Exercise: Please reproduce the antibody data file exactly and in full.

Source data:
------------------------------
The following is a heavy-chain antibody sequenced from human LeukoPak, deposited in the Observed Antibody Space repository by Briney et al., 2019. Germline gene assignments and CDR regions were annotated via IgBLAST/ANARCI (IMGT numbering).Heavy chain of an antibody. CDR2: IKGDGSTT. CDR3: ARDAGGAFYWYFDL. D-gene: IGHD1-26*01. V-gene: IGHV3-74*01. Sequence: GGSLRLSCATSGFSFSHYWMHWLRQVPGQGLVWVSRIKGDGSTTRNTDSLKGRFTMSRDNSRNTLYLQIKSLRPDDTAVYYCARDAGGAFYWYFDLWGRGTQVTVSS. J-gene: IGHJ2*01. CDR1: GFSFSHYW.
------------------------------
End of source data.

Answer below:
The following is a heavy-chain antibody sequenced from human LeukoPak, deposited in the Observed Antibody Space repository by Briney et al., 2019. Germline gene assignments and CDR regions were annotated via IgBLAST/ANARCI (IMGT numbering).Heavy chain of an antibody. CDR2: IKGDGSTT. CDR3: ARDAGGAFYWYFDL. D-gene: IGHD1-26*01. V-gene: IGHV3-74*01. Sequence: GGSLRLSCATSGFSFSHYWMHWLRQVPGQGLVWVSRIKGDGSTTRNTDSLKGRFTMSRDNSRNTLYLQIKSLRPDDTAVYYCARDAGGAFYWYFDLWGRGTQVTVSS. J-gene: IGHJ2*01. CDR1: GFSFSHYW.